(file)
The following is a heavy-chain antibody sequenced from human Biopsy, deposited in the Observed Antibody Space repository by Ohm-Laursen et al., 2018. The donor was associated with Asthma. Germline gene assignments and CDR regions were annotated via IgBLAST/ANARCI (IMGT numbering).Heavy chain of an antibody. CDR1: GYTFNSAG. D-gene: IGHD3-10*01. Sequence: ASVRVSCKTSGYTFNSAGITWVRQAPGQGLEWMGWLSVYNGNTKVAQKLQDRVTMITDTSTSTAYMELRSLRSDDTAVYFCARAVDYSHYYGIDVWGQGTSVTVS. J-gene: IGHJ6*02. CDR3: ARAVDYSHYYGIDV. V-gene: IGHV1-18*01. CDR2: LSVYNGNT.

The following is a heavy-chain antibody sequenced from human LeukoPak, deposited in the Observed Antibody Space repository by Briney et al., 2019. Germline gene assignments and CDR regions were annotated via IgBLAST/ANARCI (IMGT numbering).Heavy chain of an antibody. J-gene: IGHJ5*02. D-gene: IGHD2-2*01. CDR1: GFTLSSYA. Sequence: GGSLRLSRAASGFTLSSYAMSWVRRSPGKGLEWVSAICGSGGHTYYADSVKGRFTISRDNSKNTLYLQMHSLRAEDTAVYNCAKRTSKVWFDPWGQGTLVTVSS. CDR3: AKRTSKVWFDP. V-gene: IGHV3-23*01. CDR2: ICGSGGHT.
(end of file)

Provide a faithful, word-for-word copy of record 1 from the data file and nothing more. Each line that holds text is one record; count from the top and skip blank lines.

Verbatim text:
The following is a heavy-chain antibody sequenced from human Biopsy, deposited in the Observed Antibody Space repository by Ohm-Laursen et al., 2018. The donor was associated with Asthma. Germline gene assignments and CDR regions were annotated via IgBLAST/ANARCI (IMGT numbering).Heavy chain of an antibody. CDR1: GYTFNSAG. D-gene: IGHD3-10*01. Sequence: ASVRVSCKTSGYTFNSAGITWVRQAPGQGLEWMGWLSVYNGNTKVAQKLQDRVTMITDTSTSTAYMELRSLRSDDTAVYFCARAVDYSHYYGIDVWGQGTSVTVS. J-gene: IGHJ6*02. CDR3: ARAVDYSHYYGIDV. V-gene: IGHV1-18*01. CDR2: LSVYNGNT.